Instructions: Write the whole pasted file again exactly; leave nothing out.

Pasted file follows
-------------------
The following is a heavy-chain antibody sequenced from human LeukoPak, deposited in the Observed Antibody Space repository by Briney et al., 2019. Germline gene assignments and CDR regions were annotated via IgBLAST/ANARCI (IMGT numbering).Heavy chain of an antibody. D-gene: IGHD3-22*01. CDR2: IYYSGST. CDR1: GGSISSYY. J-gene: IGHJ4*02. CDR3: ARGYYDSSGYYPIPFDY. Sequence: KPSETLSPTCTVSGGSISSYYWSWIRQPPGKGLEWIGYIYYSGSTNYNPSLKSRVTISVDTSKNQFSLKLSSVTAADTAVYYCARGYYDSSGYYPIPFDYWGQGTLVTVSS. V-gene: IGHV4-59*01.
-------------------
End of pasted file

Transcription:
The following is a heavy-chain antibody sequenced from human LeukoPak, deposited in the Observed Antibody Space repository by Briney et al., 2019. Germline gene assignments and CDR regions were annotated via IgBLAST/ANARCI (IMGT numbering).Heavy chain of an antibody. D-gene: IGHD3-22*01. CDR2: IYYSGST. CDR1: GGSISSYY. J-gene: IGHJ4*02. CDR3: ARGYYDSSGYYPIPFDY. Sequence: KPSETLSPTCTVSGGSISSYYWSWIRQPPGKGLEWIGYIYYSGSTNYNPSLKSRVTISVDTSKNQFSLKLSSVTAADTAVYYCARGYYDSSGYYPIPFDYWGQGTLVTVSS. V-gene: IGHV4-59*01.